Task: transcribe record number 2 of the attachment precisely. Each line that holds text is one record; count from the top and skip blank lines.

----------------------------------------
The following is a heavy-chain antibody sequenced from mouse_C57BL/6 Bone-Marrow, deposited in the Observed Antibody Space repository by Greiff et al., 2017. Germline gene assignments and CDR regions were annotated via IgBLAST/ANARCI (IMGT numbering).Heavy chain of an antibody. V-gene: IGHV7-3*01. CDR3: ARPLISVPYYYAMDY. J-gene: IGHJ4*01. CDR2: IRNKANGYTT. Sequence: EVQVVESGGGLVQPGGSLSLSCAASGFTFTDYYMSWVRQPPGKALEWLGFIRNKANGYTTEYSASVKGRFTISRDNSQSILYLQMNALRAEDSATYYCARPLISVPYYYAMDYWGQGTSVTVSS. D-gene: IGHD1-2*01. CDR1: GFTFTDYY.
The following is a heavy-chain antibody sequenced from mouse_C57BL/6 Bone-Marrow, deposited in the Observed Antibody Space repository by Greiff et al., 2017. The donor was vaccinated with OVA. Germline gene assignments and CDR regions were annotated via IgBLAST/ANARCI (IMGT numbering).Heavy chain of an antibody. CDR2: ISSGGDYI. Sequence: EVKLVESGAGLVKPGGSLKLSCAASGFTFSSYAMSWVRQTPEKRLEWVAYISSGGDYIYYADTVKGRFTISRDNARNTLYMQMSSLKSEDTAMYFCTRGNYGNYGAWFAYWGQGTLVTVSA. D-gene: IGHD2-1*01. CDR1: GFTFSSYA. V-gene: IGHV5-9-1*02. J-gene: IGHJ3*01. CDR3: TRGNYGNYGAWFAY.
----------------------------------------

The following is a heavy-chain antibody sequenced from mouse_C57BL/6 Bone-Marrow, deposited in the Observed Antibody Space repository by Greiff et al., 2017. The donor was vaccinated with OVA. Germline gene assignments and CDR regions were annotated via IgBLAST/ANARCI (IMGT numbering).Heavy chain of an antibody. CDR2: ISSGGDYI. Sequence: EVKLVESGAGLVKPGGSLKLSCAASGFTFSSYAMSWVRQTPEKRLEWVAYISSGGDYIYYADTVKGRFTISRDNARNTLYMQMSSLKSEDTAMYFCTRGNYGNYGAWFAYWGQGTLVTVSA. D-gene: IGHD2-1*01. CDR1: GFTFSSYA. V-gene: IGHV5-9-1*02. J-gene: IGHJ3*01. CDR3: TRGNYGNYGAWFAY.